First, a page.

What does our community want and need from a police chief?

By Jo Welter, on behalf of the Community Race Relations Coalition

In response to the request for community input regarding the choice of a new police chief for Waco, the board of the Community Race Relations Coalition (CRRC) offers the following. 

We are grateful to live in a city with courageous leaders who have decided to begin again with the search for a new police chief after considering input from some in the community.  This was a difficult and wise decision and we commend them for this and for now asking for wider input from Waco citizens.

In a July 1 Waco Trib piece by reporter Kristin Hoppa, Waco Police Detective Ken Reeves was quoted as saying, “I think we just want to find the right chief that will be there for our officers.”

In a June 6 guest column in the Waco Trib, attorney Mark Osler wrote, “The great challenge going forward is the same as it has been for decades: to create a police force that truly protects and serves all of the people.” 

Our first suggestion is that we go with Osler’s suggestion and look for someone who will serve and protect everyone – officers and citizens as well.

We would love to see a chief who is a person of color or a woman, with no regard for religion or gender preference. It is important for us all to see people from groups that are underrepresented in positions of authority and importance, and this will serve us in many ways.  The other qualities we would like to see considered in looking for a new chief include:

  • Truthfulness and openness, including indications that he/she would give thoughtful consideration to all possibilities in any situation
  • A genuine interest in improving equity and creating justice for all citizens in our community
  • An understanding of what Black Lives Matter really means
  • An interest and commitment to learning and promoting de-escalation techniques in interaction for use between officers and citizens
  • A striving to do what is morally right, standing up against political interests and police union and civil service issues when called for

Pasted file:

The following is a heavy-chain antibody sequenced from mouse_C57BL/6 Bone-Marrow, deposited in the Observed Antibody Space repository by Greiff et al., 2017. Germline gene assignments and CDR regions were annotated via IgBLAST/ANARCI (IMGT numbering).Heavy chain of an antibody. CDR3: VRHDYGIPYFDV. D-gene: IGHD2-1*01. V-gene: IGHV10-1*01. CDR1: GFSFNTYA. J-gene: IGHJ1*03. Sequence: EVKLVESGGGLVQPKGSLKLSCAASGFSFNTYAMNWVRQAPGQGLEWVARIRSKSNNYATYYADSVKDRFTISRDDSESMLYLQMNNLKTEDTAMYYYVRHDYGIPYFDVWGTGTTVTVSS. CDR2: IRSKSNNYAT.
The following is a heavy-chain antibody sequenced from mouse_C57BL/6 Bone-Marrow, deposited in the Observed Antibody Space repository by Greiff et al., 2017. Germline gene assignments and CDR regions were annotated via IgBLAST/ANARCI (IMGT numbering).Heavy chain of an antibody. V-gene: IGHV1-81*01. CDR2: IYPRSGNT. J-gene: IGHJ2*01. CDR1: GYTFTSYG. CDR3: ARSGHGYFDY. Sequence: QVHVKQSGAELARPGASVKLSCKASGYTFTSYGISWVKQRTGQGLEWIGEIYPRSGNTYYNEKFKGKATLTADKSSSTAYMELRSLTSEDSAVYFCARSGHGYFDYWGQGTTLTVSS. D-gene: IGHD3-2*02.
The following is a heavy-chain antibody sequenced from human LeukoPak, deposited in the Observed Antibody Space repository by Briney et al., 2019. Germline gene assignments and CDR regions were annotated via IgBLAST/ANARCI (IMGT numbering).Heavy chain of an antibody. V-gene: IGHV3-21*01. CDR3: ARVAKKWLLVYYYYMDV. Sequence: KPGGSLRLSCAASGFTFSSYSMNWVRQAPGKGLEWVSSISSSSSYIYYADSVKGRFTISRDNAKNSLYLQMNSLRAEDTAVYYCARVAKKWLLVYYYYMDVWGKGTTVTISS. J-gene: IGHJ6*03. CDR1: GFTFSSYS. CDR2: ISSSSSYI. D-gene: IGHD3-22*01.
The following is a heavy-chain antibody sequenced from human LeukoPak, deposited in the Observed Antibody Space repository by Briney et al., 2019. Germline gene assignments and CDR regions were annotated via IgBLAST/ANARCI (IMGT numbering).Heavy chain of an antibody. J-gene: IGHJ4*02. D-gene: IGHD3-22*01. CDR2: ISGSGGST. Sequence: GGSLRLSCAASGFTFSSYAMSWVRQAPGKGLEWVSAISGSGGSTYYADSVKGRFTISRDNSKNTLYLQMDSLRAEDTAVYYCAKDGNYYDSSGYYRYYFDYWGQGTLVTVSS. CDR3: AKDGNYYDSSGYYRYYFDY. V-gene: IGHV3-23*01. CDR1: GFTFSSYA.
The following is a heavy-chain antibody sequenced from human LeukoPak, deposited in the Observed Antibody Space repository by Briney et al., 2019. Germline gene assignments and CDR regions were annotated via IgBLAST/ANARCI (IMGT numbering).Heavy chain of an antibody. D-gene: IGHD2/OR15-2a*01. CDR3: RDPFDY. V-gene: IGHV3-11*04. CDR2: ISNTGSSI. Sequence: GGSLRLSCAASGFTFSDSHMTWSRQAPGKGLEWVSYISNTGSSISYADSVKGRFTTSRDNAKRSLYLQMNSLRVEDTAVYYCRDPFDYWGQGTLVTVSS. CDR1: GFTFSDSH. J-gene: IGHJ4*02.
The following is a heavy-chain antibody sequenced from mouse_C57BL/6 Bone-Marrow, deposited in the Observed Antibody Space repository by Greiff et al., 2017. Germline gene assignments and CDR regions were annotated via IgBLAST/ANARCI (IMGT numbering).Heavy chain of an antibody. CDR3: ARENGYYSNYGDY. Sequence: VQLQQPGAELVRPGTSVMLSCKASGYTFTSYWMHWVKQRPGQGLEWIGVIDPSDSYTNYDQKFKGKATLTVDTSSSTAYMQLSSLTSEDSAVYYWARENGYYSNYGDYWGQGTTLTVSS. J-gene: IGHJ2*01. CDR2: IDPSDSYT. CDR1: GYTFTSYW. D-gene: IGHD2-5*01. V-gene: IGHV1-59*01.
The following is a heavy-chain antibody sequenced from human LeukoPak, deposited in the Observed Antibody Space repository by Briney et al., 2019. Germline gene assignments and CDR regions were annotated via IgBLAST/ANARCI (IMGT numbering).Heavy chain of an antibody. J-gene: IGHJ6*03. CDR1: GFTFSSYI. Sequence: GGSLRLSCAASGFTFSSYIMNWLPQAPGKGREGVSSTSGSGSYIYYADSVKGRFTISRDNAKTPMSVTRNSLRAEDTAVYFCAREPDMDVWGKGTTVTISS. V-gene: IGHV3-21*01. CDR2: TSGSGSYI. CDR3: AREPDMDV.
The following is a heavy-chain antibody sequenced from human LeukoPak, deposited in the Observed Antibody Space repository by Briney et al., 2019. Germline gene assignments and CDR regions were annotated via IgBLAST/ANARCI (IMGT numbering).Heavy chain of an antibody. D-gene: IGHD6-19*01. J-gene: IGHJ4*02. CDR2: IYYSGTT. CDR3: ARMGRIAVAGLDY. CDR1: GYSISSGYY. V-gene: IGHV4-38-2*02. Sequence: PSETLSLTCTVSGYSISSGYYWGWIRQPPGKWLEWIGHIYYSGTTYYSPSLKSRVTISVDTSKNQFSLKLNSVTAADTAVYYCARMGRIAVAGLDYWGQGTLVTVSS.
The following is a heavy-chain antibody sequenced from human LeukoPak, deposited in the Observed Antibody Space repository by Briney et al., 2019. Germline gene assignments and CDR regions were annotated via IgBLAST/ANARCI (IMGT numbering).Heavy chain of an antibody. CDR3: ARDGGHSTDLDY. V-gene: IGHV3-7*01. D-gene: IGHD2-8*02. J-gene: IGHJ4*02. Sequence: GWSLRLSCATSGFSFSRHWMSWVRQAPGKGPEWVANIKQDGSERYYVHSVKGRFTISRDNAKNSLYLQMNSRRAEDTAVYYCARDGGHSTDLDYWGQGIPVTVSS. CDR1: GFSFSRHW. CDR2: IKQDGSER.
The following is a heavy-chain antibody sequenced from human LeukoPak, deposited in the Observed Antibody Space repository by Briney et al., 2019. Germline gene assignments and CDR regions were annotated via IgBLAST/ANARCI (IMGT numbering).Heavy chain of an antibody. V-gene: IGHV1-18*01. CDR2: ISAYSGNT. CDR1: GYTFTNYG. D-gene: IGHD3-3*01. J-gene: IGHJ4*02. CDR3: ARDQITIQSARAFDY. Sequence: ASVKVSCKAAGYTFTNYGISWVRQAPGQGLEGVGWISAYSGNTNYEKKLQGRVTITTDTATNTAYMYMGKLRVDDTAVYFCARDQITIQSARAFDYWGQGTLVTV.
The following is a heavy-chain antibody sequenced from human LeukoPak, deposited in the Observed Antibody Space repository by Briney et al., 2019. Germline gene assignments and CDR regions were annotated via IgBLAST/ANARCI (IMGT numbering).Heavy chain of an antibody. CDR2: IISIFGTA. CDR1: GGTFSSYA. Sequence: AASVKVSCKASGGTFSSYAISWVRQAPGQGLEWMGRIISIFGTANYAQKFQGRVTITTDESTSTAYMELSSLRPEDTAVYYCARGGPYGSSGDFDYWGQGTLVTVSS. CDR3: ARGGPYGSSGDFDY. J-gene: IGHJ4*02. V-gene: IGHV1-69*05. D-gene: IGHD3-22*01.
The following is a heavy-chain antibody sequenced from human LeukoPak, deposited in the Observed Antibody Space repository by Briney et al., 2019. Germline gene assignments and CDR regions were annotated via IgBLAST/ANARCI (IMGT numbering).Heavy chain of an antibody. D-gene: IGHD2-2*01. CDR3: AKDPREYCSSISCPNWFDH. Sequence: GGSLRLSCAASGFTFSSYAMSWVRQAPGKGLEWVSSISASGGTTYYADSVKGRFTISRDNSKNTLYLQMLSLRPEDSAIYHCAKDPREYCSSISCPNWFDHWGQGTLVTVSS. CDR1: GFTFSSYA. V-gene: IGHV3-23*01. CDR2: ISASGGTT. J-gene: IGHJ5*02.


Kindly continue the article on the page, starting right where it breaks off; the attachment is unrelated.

• An attitude of compassion and understanding toward the citizens they serve and protect, treating citizens as allies, not as “others”
  • Openness to ideas like a citizens’ board to oversee disciplinary decisions
  • Positive attitude toward cultural sensitivity learning for officers and for youth involved in police programs

We believe that specific policies against forms of restraint and treatment of offenders are certainly necessary. 

An issue that might be even more important here in Waco is the need to purposefully work to eliminate the “us against them” attitude that is so pervasive in our society, including between the police department and citizens.  This attitude has become so ingrained in us that we are often not even conscious of the ways in which it affects our behavior.  

We are drawing from a pool of candidates that, like all of us, is influenced by the “us against them” attitude. The police in many communities have circled the wagons around themselves in self-protection.  It makes it difficult to find the perfect new police chief for Waco. 

We support and appreciate these efforts in finding the right chief for Waco.  We look forward to the future here in our beloved Waco.    


Jo Welter has lived in the Waco area for 29 years and has been an active participant in the Community Race Relations Coalition (CRRC) for 20+ years.  She currently serves as chair of the CRRC board.

The Act Locally Waco blog publishes posts with a connection to these aspirations for Waco. If you are interested in writing for the Act Locally Waco Blog, please email ashleyt@actlocallywaco.orgfor more information.

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